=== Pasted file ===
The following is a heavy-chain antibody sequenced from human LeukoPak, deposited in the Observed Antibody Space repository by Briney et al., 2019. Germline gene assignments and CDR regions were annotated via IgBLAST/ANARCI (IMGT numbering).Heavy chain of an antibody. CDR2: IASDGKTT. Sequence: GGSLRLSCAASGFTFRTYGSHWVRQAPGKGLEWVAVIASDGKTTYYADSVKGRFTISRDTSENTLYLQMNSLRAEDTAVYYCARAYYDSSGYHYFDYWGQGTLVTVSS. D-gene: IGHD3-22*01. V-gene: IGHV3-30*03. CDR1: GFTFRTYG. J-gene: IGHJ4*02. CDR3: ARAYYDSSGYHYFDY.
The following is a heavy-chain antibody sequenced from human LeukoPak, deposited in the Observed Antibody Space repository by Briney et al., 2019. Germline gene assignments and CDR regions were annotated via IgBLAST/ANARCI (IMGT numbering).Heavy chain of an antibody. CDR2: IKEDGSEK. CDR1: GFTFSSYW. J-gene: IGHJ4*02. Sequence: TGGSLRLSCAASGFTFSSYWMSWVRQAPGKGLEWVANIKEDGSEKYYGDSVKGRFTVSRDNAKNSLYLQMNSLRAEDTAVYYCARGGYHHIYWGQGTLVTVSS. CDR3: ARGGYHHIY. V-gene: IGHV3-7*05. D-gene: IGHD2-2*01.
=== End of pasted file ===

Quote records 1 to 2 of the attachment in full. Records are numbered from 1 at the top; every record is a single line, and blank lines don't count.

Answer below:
The following is a heavy-chain antibody sequenced from human LeukoPak, deposited in the Observed Antibody Space repository by Briney et al., 2019. Germline gene assignments and CDR regions were annotated via IgBLAST/ANARCI (IMGT numbering).Heavy chain of an antibody. CDR2: IASDGKTT. Sequence: GGSLRLSCAASGFTFRTYGSHWVRQAPGKGLEWVAVIASDGKTTYYADSVKGRFTISRDTSENTLYLQMNSLRAEDTAVYYCARAYYDSSGYHYFDYWGQGTLVTVSS. D-gene: IGHD3-22*01. V-gene: IGHV3-30*03. CDR1: GFTFRTYG. J-gene: IGHJ4*02. CDR3: ARAYYDSSGYHYFDY.
The following is a heavy-chain antibody sequenced from human LeukoPak, deposited in the Observed Antibody Space repository by Briney et al., 2019. Germline gene assignments and CDR regions were annotated via IgBLAST/ANARCI (IMGT numbering).Heavy chain of an antibody. CDR2: IKEDGSEK. CDR1: GFTFSSYW. J-gene: IGHJ4*02. Sequence: TGGSLRLSCAASGFTFSSYWMSWVRQAPGKGLEWVANIKEDGSEKYYGDSVKGRFTVSRDNAKNSLYLQMNSLRAEDTAVYYCARGGYHHIYWGQGTLVTVSS. CDR3: ARGGYHHIY. V-gene: IGHV3-7*05. D-gene: IGHD2-2*01.